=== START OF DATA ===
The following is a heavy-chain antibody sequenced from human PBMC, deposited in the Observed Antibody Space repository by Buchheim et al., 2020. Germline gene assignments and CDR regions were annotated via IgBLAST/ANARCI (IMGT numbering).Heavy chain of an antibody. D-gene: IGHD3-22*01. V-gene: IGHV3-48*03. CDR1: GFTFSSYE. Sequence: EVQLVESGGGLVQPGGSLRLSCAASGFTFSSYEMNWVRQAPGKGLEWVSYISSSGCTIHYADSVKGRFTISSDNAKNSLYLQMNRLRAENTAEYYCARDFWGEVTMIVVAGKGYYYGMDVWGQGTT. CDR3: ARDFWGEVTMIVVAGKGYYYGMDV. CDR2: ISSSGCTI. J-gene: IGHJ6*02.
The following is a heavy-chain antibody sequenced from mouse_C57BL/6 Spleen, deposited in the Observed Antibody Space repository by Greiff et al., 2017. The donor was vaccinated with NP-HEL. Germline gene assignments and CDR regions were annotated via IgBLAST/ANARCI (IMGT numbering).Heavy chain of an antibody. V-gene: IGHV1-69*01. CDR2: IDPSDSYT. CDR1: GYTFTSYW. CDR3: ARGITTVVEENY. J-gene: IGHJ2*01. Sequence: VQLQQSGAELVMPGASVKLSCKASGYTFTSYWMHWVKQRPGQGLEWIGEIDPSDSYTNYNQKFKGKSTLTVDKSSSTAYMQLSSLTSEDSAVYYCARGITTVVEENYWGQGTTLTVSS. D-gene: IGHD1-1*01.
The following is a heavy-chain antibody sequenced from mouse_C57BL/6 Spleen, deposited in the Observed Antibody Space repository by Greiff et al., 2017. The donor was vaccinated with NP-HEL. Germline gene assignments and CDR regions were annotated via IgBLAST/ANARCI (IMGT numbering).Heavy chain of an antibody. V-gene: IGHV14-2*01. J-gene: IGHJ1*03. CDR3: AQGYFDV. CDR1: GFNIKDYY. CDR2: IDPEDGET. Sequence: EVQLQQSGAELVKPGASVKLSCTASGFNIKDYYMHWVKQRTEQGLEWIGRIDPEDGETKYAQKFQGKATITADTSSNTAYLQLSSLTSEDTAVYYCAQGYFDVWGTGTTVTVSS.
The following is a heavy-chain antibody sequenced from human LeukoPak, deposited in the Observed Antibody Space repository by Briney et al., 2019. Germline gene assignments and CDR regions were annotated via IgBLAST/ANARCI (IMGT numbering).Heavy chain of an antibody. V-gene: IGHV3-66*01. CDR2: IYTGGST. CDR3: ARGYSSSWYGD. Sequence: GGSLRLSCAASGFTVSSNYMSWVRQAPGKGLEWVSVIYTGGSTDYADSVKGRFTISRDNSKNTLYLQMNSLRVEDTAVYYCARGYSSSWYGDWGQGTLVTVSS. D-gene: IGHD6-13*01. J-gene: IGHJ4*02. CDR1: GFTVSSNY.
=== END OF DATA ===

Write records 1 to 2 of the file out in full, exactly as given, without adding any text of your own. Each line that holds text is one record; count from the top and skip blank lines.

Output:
The following is a heavy-chain antibody sequenced from human PBMC, deposited in the Observed Antibody Space repository by Buchheim et al., 2020. Germline gene assignments and CDR regions were annotated via IgBLAST/ANARCI (IMGT numbering).Heavy chain of an antibody. D-gene: IGHD3-22*01. V-gene: IGHV3-48*03. CDR1: GFTFSSYE. Sequence: EVQLVESGGGLVQPGGSLRLSCAASGFTFSSYEMNWVRQAPGKGLEWVSYISSSGCTIHYADSVKGRFTISSDNAKNSLYLQMNRLRAENTAEYYCARDFWGEVTMIVVAGKGYYYGMDVWGQGTT. CDR3: ARDFWGEVTMIVVAGKGYYYGMDV. CDR2: ISSSGCTI. J-gene: IGHJ6*02.
The following is a heavy-chain antibody sequenced from mouse_C57BL/6 Spleen, deposited in the Observed Antibody Space repository by Greiff et al., 2017. The donor was vaccinated with NP-HEL. Germline gene assignments and CDR regions were annotated via IgBLAST/ANARCI (IMGT numbering).Heavy chain of an antibody. V-gene: IGHV1-69*01. CDR2: IDPSDSYT. CDR1: GYTFTSYW. CDR3: ARGITTVVEENY. J-gene: IGHJ2*01. Sequence: VQLQQSGAELVMPGASVKLSCKASGYTFTSYWMHWVKQRPGQGLEWIGEIDPSDSYTNYNQKFKGKSTLTVDKSSSTAYMQLSSLTSEDSAVYYCARGITTVVEENYWGQGTTLTVSS. D-gene: IGHD1-1*01.